The potato crop did poorly, the tomato crop didn't do so well. So far the apple crop has been good, but we still need to go back to the orchards for our BIG picking. All of the applesauce I canned the other day is gone. It was good. But I know I'm going to need about three dozen quarts to get us through the winter - which is something like 100# of apples. I'd rather not try to can 100# of apples at a time. That would be a lot of work - for me AND for my poor seven-quart capacity canner.

I haven't seen a lot of hardship, yet. Things here are always cyclical, and Maine has never been prosperous like, say, California. The upshot of that, I suppose, is that because we've been forced to be frugal as a way of life, we're not as hard-hit when things truly get bad. It's always bad here ... or good - depending on what one is currently experiencing with regard to the current financial climate ;).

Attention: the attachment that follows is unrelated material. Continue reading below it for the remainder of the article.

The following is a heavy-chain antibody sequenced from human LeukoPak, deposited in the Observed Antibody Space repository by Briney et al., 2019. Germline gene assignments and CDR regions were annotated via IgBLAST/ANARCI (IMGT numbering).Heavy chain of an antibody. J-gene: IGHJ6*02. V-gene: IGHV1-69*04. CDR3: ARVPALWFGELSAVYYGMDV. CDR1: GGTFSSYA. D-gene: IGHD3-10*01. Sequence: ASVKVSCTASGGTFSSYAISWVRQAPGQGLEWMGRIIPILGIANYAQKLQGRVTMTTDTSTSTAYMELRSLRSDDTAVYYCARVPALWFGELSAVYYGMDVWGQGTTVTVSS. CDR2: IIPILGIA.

But, also, I think we haven't seen things bad here, yet, this year, because the worst of what other parts of the country have experienced started happening in the middle of the most profitable time of year for us. We're just now exiting our "tourist season", when most of the dollars spent in our state were carried in by visitors, who've gone back home. I think the picture here will be very different by the time we reach sugaring season again.

And I think it's going to be a very long winter.

The Farmer's Almanac is predicting cooler-than-normal temperatures and a lot of snow.

At least recreation will be free ;).

5 comments: